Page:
Friday, September 27, 2013

FL - Lawmakers Debate Changes To Sexually Violent Predator Program

Senator Tom Lee
Senator Tom Lee
Original Article

No matter what you do, more laws won't solve the problem! If someone is intent on committing a crime, they will.



Florida lawmakers held joint committee meetings this week to gather information on the state’s Sexually Violent Predator Program, which has been under fire for failing to stop predators from reoffending.

The Florida Department of Children and Families, which oversees the predator program (conflict of interest), commissioned an independent study concluding that only two-percent of offenders who were not recommended for civil commitment went on to commit another sexually violent crime. But DCF Interim Secretary Esther Jacobo said that doesn't mean the program couldn't use some changes. Among other things, she recommended employing evaluators to oversee the program’s screeners.

Policies and procedures for the evaluation process are going to be reviewed and evaluated by a team of experts and stakeholders. We are putting together what that team will look like. One of the recommendations is of course that we invite more people into the review process so that we can really make sure we’re getting all views possible,” Jacobo vowed.

Lawmaker recommendations run the gamut. Some are calling for a review of plea deals, stricter offender monitoring or tougher sentences. House Criminal Justice Subcommittee Chairman Matt Gaetz asked victim’s advocate Lauren Book if it would be beneficial to the community if offenders stayed in prison longer.
- Why are you asking her?  She is not an expert but a victim of sexual abuse, so I'm sure she'd agree with you.

But if you increase the sentences, the amount of time people are in prison, then you decrease the amount of time that they spend in a treatment facility. If you come with the view that these folks cannot truly ever be cured, maybe they can be treated, but they can’t be cured, is it a worthy policy objective to look at ways to rather simply extend their time in a state prison?” Gaetz said.

Book argues most sexually violent crimes go unreported, so although an offender may be convicted of one specific crime, locking them up longer is in society’s best interest. But, Suzonne Kline, the former head of the Sexually Violent Predator Program, cautioned lawmakers about a “one-size-fits-all” mentality.
- Exactly, I knew she'd agree with you!

They were supposed to focus on the Jimmy Ryce Act or the Sexually Violent Predator Program but, what they were really talking about was the gamut of sex offenders – which is a whole, huge spectrum of individuals that are not – they are very heterogeneous and a one size fits all any kind of legislation is not going to work,” Kline said.

Kline agrees with DCF Secretary Jacobo that the program is working but could be updated. Kline added that having an expert management board and halfway houses for high-risk offenders after their release might help. So too might treating an offender while they’re still locked up. And many lawmakers, including Boca Raton Democratic Representative Irv Slosberg, agreed.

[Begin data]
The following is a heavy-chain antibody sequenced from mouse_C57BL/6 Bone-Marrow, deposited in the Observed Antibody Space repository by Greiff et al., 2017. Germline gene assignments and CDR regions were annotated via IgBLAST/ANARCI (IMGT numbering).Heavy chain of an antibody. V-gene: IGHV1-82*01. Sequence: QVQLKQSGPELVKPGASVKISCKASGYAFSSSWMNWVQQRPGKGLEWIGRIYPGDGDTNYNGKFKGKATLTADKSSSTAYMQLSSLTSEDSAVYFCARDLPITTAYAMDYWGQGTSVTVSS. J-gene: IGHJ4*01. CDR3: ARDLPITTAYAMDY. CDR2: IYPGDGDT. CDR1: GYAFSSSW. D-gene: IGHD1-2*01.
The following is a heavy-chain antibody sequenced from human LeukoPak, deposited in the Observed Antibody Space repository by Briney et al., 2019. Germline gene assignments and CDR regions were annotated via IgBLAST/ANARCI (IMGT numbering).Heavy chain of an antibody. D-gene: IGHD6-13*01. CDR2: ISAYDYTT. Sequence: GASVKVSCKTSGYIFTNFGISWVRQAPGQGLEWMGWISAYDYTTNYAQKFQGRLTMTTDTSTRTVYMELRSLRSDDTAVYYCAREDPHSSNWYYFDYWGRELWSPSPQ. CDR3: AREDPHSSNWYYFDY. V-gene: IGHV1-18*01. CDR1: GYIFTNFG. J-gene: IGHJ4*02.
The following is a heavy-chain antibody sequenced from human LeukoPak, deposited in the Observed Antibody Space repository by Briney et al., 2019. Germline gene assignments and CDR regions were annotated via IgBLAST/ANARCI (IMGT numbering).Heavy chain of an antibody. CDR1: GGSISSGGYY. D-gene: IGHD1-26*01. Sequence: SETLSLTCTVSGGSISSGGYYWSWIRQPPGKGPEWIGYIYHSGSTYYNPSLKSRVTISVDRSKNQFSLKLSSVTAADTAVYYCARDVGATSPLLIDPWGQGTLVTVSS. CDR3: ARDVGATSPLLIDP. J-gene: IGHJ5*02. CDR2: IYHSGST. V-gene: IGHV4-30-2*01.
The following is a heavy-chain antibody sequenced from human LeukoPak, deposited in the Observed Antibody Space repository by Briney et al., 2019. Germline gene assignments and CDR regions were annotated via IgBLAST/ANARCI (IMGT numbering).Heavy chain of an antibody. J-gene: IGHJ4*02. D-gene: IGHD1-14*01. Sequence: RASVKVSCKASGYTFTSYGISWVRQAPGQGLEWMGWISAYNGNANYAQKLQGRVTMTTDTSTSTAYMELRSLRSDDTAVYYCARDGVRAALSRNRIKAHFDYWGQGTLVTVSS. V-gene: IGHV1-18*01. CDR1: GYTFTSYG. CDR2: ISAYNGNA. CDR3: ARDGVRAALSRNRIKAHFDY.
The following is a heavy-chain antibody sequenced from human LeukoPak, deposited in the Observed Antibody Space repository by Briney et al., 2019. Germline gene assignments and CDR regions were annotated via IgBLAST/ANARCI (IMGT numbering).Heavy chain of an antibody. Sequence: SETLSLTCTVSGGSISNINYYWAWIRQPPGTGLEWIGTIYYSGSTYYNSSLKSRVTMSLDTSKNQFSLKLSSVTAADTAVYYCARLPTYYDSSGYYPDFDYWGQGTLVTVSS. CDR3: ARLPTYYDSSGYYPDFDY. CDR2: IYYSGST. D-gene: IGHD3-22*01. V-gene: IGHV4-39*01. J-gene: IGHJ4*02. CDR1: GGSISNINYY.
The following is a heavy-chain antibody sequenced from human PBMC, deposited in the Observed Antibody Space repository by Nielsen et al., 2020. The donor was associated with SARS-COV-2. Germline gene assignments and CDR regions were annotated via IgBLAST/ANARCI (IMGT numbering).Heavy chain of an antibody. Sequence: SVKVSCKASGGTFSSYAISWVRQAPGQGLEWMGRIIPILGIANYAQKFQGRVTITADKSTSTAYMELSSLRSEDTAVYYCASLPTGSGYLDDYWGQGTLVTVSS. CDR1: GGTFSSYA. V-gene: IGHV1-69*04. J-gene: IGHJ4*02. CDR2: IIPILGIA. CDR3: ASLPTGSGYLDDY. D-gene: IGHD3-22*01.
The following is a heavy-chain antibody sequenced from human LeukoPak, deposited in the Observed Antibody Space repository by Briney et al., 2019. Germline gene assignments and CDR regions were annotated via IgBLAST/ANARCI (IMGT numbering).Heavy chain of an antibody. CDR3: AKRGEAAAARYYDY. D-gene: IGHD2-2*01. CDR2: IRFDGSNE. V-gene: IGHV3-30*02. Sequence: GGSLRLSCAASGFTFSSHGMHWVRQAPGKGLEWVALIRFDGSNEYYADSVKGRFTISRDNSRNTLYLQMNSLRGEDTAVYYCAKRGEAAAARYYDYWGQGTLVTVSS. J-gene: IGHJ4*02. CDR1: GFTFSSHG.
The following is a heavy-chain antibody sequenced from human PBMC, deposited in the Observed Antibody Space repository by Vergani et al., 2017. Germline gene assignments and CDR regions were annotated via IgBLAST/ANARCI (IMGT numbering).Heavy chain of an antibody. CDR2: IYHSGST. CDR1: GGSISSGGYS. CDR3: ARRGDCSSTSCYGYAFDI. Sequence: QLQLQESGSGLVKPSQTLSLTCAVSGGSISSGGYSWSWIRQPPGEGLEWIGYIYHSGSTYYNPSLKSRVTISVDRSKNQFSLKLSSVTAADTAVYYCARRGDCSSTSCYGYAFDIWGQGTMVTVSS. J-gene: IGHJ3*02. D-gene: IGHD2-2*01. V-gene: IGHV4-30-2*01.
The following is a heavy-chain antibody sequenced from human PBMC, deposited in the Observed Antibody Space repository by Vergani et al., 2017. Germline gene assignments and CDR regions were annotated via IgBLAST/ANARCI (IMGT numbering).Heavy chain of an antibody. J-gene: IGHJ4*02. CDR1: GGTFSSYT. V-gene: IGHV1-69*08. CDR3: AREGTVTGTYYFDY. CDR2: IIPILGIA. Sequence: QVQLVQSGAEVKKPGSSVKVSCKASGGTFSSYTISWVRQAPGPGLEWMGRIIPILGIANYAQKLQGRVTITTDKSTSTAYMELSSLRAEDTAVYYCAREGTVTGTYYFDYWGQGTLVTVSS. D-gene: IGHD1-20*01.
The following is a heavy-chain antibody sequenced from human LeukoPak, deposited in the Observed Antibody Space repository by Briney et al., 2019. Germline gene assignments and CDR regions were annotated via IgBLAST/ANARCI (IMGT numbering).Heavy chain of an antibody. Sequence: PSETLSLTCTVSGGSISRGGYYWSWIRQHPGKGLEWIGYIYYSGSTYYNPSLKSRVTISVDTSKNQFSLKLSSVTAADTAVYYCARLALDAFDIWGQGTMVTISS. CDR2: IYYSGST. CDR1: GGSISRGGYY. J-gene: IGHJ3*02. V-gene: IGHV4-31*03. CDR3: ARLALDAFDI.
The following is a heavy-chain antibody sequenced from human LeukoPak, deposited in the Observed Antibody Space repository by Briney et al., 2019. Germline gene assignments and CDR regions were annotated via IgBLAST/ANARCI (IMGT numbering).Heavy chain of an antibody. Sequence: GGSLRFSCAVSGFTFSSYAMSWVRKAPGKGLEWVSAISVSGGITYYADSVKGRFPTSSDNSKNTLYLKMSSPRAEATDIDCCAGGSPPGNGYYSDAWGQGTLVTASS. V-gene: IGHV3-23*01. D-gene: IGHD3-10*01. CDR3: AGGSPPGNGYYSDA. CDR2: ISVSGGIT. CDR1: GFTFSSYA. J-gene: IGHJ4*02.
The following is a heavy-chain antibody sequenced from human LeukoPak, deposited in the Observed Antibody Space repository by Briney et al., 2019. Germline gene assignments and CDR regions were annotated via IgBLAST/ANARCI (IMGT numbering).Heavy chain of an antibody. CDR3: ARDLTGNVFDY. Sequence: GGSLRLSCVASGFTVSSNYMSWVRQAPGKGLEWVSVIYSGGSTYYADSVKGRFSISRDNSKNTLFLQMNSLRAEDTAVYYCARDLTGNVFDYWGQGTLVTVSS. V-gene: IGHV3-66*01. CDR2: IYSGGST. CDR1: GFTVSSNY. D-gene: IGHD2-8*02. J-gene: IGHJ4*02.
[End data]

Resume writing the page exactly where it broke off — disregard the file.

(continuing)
The key aspect that separates Vermont from Florida is that all sex offenders receive some form of treatment and this treatment process is started and sometimes finished while the inmate is already serving time in jail,” Slosberg said.

But, Slosberg isn’t sure there will be a willingness to fund program expansions like halfway houses, advisory boards or in-prison treatment.

The problem is no one wants to pay the bill. I mean we could stiff it on to state attorneys, we could move it around everywhere we want to move it around. But, we as a committee have to be committed to funding whatever we ‘re going to do,” Slosberg acknowledged.
- Since tax payers are the ones wanting these draconian laws, make them pay for it, tax them!

Lakeland Republican State Senator Kelli Stargel and Plantation Democratic Representative Katie Edwards filed the first bill dealing with sex offenders Wednesday. But it doesn't address medical treatment or evaluation of the offenders. Instead, it makes it illegal for them to possess pornography.

See Also:


Sex Offender Issues said...

Our comment left on the original article link:

"No matter what you do, more laws won't solve the problem! If someone is intent on committing a crime, they will!

Why is Mr. Gaetz asking Lauren Book who is a sexual abuse victim? Of course she will want them in prison longer. Her and her father have been pushing for more and more stricter laws in Florida, so much so, that many ex-offenders are now homeless, and Ron Book is chair of the Homeless trust in Miami-Dade.

And why is the Florida Department of Children and Families running the program? That is a conflict of interest.

Why don't they listen to their own sex offender review board and Jill Levenson, who will tell you these laws don't work, or is it just about making themselves look "tough" on crime while not actually preventing crime or sexual abuse?"

Loneranger said...

I had a feeling they would try for more time in prison as it's cheaper. Never mind about being fair as they are trying hard to cut the costs down. Frankly if their re offence rate is 2 percent how much better can they get it? They will never get to zero. Just can't happen so why punish everyone for the 2 percent. The registry didn't cause the rate to be low as it already was. So for them to say it is 2 percent is amazing. Fact is they can lock up the next thousand forever and they will still have a 2 percent rate. But hey why not appease the victims.

Sex Offender Issues said...

How is putting people in prison longer cheaper? It costs a ton of money to imprison someone, so it's wasting a ton of money.